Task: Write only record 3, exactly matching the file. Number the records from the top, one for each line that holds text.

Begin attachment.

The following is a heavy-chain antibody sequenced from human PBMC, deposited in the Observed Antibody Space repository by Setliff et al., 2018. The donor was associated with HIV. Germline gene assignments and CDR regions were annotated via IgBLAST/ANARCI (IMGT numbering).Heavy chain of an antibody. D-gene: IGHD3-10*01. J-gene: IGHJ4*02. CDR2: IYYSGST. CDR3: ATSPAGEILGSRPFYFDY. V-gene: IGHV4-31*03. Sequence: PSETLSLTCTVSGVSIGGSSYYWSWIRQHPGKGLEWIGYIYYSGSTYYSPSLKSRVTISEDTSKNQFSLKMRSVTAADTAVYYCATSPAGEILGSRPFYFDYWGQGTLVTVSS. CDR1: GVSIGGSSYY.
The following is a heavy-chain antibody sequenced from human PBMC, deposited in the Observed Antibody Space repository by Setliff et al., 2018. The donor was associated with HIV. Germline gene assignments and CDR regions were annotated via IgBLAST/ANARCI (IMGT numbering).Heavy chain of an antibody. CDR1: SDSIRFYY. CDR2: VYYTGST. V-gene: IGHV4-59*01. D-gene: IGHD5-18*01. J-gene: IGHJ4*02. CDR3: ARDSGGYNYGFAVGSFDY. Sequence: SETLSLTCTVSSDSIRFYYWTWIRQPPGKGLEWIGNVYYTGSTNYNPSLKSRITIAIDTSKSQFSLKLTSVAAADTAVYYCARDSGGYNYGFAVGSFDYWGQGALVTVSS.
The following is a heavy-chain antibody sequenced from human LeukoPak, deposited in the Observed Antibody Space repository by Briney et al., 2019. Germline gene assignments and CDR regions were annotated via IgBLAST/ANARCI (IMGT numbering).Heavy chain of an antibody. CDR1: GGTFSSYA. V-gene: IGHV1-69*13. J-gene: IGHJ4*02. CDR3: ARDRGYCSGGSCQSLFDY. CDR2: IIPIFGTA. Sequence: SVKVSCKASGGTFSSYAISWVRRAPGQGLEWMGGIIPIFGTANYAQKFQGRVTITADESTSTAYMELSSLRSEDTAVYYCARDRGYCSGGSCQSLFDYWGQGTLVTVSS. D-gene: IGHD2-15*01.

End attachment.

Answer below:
The following is a heavy-chain antibody sequenced from human LeukoPak, deposited in the Observed Antibody Space repository by Briney et al., 2019. Germline gene assignments and CDR regions were annotated via IgBLAST/ANARCI (IMGT numbering).Heavy chain of an antibody. CDR1: GGTFSSYA. V-gene: IGHV1-69*13. J-gene: IGHJ4*02. CDR3: ARDRGYCSGGSCQSLFDY. CDR2: IIPIFGTA. Sequence: SVKVSCKASGGTFSSYAISWVRRAPGQGLEWMGGIIPIFGTANYAQKFQGRVTITADESTSTAYMELSSLRSEDTAVYYCARDRGYCSGGSCQSLFDYWGQGTLVTVSS. D-gene: IGHD2-15*01.